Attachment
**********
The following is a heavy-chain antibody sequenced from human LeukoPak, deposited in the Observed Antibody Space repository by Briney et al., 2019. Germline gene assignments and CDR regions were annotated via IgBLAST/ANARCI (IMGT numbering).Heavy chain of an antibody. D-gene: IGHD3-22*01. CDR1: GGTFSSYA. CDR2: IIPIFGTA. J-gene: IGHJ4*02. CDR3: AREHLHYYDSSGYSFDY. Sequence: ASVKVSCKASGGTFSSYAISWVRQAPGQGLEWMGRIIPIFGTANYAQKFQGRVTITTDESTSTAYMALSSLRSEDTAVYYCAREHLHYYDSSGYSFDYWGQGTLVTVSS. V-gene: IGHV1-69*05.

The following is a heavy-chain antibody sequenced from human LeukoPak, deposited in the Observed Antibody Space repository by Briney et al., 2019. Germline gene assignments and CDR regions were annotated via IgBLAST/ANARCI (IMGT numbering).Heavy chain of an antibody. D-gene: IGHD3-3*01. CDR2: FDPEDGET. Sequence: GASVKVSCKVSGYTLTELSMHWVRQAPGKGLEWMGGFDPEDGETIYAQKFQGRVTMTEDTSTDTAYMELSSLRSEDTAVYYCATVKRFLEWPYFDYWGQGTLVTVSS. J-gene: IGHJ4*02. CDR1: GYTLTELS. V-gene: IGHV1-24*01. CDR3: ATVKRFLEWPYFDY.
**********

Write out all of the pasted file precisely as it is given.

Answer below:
The following is a heavy-chain antibody sequenced from human LeukoPak, deposited in the Observed Antibody Space repository by Briney et al., 2019. Germline gene assignments and CDR regions were annotated via IgBLAST/ANARCI (IMGT numbering).Heavy chain of an antibody. D-gene: IGHD3-22*01. CDR1: GGTFSSYA. CDR2: IIPIFGTA. J-gene: IGHJ4*02. CDR3: AREHLHYYDSSGYSFDY. Sequence: ASVKVSCKASGGTFSSYAISWVRQAPGQGLEWMGRIIPIFGTANYAQKFQGRVTITTDESTSTAYMALSSLRSEDTAVYYCAREHLHYYDSSGYSFDYWGQGTLVTVSS. V-gene: IGHV1-69*05.

The following is a heavy-chain antibody sequenced from human LeukoPak, deposited in the Observed Antibody Space repository by Briney et al., 2019. Germline gene assignments and CDR regions were annotated via IgBLAST/ANARCI (IMGT numbering).Heavy chain of an antibody. D-gene: IGHD3-3*01. CDR2: FDPEDGET. Sequence: GASVKVSCKVSGYTLTELSMHWVRQAPGKGLEWMGGFDPEDGETIYAQKFQGRVTMTEDTSTDTAYMELSSLRSEDTAVYYCATVKRFLEWPYFDYWGQGTLVTVSS. J-gene: IGHJ4*02. CDR1: GYTLTELS. V-gene: IGHV1-24*01. CDR3: ATVKRFLEWPYFDY.